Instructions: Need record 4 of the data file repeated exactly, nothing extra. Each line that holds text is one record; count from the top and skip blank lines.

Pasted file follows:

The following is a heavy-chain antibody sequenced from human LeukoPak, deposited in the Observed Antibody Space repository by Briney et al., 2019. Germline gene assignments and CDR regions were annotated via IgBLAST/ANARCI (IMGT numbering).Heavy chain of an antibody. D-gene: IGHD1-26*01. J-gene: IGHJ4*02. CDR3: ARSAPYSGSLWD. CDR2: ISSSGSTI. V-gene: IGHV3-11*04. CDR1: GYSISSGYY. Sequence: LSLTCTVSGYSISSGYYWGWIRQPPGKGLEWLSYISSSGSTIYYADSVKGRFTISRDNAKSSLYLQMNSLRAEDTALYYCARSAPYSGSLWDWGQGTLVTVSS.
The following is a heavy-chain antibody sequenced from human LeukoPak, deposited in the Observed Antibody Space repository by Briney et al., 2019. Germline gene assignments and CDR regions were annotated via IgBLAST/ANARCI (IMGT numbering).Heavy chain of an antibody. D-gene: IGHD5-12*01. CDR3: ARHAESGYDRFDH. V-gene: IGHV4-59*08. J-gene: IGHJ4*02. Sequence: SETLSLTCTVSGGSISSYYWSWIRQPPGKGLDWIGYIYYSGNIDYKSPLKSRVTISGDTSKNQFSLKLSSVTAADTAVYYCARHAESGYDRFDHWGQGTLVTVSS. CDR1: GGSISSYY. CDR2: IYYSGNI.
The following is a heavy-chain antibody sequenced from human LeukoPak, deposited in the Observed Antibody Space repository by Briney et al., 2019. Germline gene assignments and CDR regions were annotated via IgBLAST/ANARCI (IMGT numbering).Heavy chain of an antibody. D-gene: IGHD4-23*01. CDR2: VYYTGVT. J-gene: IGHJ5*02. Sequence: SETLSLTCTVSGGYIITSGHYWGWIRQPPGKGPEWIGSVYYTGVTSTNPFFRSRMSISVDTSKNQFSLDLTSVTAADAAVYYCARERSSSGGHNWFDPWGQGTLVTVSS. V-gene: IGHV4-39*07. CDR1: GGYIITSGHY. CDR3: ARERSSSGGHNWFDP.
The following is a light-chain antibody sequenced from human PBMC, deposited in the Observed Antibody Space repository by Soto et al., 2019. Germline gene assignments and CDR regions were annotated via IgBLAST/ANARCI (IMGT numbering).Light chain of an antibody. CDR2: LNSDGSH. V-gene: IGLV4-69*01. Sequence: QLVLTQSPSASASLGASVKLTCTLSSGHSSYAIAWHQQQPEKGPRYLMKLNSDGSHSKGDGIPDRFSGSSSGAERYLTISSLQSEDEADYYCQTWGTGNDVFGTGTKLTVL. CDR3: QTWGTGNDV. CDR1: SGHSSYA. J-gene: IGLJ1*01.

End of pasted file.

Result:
The following is a light-chain antibody sequenced from human PBMC, deposited in the Observed Antibody Space repository by Soto et al., 2019. Germline gene assignments and CDR regions were annotated via IgBLAST/ANARCI (IMGT numbering).Light chain of an antibody. CDR2: LNSDGSH. V-gene: IGLV4-69*01. Sequence: QLVLTQSPSASASLGASVKLTCTLSSGHSSYAIAWHQQQPEKGPRYLMKLNSDGSHSKGDGIPDRFSGSSSGAERYLTISSLQSEDEADYYCQTWGTGNDVFGTGTKLTVL. CDR3: QTWGTGNDV. CDR1: SGHSSYA. J-gene: IGLJ1*01.